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Bolivia Election Clash Escalates as Morales Claims Victory

The legitimacy of Mr. Morales’s mere candidacy was in dispute well before the vote. The president in 2016 convened a referendum seeking to do away with term limits. Voters narrowly rejected that effort. But a year later, the country’s constitutional court ruled that term limits violated an international human rights treaty from the 1960s, a decision questioned by many experts.

As of Wednesday morning, the Supreme Electoral Tribunal had not issued a final comprehensive count of the vote. Concerns about the fairness of the process grew when Antonio Costas, a vice president on the tribunal, resigned in protest over his colleague’s decision to stop issuing periodic vote tally updates on Monday, breaking with what had been the norm in previous elections.

A few hours before his resignation was announced, Mr. Costas said in an interview on Tuesday that he had no reason to believe fraud had been committed.

The president’s rival, Mr. Mesa, has called for mobilizations across the country, saying he fears that Morales loyalists could be working to rig the vote behind the scenes.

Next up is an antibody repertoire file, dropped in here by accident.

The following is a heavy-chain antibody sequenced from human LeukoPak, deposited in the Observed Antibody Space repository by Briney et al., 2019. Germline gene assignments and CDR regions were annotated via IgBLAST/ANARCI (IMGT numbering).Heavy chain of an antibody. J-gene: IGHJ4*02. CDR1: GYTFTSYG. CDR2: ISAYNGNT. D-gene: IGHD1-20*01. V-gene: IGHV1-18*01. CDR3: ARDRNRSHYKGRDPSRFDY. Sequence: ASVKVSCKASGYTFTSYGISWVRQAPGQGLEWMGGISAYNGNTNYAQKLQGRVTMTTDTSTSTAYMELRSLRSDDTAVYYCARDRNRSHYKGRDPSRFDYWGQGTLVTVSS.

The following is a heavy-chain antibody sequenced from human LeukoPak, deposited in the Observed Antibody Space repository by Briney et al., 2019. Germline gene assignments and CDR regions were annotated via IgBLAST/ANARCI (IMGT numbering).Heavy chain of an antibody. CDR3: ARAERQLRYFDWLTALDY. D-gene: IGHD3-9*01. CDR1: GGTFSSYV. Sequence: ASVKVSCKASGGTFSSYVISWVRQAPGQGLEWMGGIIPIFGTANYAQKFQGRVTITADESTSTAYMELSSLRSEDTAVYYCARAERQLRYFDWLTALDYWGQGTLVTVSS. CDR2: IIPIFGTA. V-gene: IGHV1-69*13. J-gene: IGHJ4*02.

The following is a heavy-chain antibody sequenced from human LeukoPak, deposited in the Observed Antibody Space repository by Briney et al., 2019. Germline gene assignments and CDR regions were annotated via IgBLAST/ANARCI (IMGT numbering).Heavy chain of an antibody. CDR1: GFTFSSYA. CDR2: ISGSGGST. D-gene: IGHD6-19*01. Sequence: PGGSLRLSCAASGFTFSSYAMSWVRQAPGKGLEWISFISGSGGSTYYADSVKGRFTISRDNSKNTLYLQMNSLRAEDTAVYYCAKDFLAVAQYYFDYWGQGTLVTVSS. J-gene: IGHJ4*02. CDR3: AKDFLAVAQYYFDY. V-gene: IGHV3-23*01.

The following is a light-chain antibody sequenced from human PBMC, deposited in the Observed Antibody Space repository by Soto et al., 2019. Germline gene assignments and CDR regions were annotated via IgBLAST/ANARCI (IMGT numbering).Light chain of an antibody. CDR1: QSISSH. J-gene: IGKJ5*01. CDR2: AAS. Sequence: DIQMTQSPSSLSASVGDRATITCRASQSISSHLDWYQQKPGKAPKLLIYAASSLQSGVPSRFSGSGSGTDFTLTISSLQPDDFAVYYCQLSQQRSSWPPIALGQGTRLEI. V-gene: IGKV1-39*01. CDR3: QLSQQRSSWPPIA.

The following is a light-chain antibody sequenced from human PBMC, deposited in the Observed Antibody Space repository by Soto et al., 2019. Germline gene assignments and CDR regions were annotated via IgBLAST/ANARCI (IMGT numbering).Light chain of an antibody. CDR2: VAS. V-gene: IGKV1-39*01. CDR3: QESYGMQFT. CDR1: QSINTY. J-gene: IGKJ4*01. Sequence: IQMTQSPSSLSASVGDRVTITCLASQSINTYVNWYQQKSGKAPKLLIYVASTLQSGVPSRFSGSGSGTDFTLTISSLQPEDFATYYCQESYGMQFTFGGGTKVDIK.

Bolivians are bracing for growing violence and unrest as the dispute goes on.

Judith Contreras, 57, a currency trader in downtown La Paz, watched Tuesday as security forces barricading a road to the presidential compound held back a group of protesters by lobbing tear gas canisters.

“I fear there could be a war,” she said. “They’re going to have to oust him by force.”

Ms. Contreras said she voted for Mr. Morales and had high hopes for him when he was first elected in 2005. “The hope was that since he was a humble person, we all felt he would do good things,” she said.

But in recent years, Ms. Contreras said, she has come to distrust many of the people Mr. Morales surrounded himself with, seeing them as greedy, corrupt and authoritarian.

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